The Bank of England voted Thursday to raise lending rates from 4% to 4.25% as it tries to reach its target inflation rate of 2%. Photo by Andy Rain/EPA-EFE
March 23 (UPI) -- Following its peer economies, the Bank of England on Thursday opted for a 0.25 percentage point increase in its rates despite lingering concerns about the health of the global financial sector.
By a vote of 7-2, the bank opted to raise lending rates from 4% to 4.25% as it tries to reach its target inflation rate of 2% "in a way that helps to sustain growth and employment."
On growth, the bank said it expected gross domestic product in the nation's economy to increase slightly, bucking last month's forecast for a 0.4% contraction. But inflation remains stubbornly high. After falling to 10.1% over the 12-month period ending in January, inflation climbed another 0.3% last month, higher than the bank expected.
The bank noted that "food and core goods price inflation have been significantly stronger than projected."
Core inflation remains elevated, but there's some relief in the form of crude oil and natural gas prices. A well-stocked market and a mild winter brought Dutch TTF natural gas prices, a regional benchmark, down from $72 per megawatt hour at the start of the year to $39 in today's market.
The price for Brent crude oil, the global benchmark, started the year at $82.10 per barrel, but is now down to $76.97, with recent downturns attributed to banking concerns.
The bank said there could still be some broader impacts on the financial sector following the collapse of Silicon Valley Bank in California and the Swiss National Bank takeover of troubled Credit Suisse.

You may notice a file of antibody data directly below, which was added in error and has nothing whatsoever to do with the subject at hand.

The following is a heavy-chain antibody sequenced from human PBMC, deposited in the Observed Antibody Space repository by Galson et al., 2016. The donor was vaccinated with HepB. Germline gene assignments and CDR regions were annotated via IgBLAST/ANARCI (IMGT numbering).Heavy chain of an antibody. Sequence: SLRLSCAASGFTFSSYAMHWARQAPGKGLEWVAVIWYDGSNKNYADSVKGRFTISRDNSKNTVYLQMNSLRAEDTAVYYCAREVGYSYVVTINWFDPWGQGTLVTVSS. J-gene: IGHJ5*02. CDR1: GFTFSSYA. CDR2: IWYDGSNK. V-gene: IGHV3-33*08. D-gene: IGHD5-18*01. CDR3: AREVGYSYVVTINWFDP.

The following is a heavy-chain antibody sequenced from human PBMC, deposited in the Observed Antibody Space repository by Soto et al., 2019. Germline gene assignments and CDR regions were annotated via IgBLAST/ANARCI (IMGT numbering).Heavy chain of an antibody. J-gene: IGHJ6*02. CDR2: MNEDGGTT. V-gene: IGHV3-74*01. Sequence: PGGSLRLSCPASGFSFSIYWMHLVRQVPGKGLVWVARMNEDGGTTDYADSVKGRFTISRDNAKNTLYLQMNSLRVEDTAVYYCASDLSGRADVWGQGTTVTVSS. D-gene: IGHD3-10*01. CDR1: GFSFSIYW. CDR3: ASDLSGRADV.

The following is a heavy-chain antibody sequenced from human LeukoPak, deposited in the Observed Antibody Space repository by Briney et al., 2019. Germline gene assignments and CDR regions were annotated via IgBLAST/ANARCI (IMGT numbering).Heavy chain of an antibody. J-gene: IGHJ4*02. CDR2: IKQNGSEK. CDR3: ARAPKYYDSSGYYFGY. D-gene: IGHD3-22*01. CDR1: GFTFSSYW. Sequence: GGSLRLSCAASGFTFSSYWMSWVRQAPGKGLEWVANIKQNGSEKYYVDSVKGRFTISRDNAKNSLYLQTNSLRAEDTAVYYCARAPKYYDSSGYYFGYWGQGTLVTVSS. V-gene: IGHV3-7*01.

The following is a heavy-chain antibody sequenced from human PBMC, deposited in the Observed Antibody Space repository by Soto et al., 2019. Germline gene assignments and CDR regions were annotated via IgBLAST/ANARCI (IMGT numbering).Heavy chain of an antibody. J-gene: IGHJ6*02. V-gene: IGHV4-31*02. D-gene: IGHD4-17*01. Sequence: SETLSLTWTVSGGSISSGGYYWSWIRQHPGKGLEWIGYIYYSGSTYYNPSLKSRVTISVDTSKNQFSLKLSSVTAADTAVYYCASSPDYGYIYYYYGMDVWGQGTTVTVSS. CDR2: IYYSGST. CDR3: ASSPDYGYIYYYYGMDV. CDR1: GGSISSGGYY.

The bank's Monetary Policy Committee said it "will continue to monitor closely any effects on the credit conditions faced by households and businesses, and hence the impact on the macroeconomic and inflation outlook."
The Bank of England mirrored the rate hike from the U.S. Federal Reserve, which hiked its rate from 4.75% to 5% on Wednesday. Federal Reserve Chairman Jerome Powell said that while the recent banking concerns did not deter a 10th consecutive rate hike, it has given the committee some pause about how it will approach future increases.
Powell said the recent bank system failures are likely to result in a level of credit tightening that would have a similar effect on the economy as an interest rate hike.
"It is too soon to determine the extent of these effects and therefore too soon to tell how monetary policy shall respond," Powell said.
Markets were mixed on Thursday, with the FTSE 100 in London down 0.82% and the Dow in New York up by 0.75% as of 9:45 a.m. EDT. Crude oil prices were in the black, though gas prices were in retreat early in the U.S. trading session.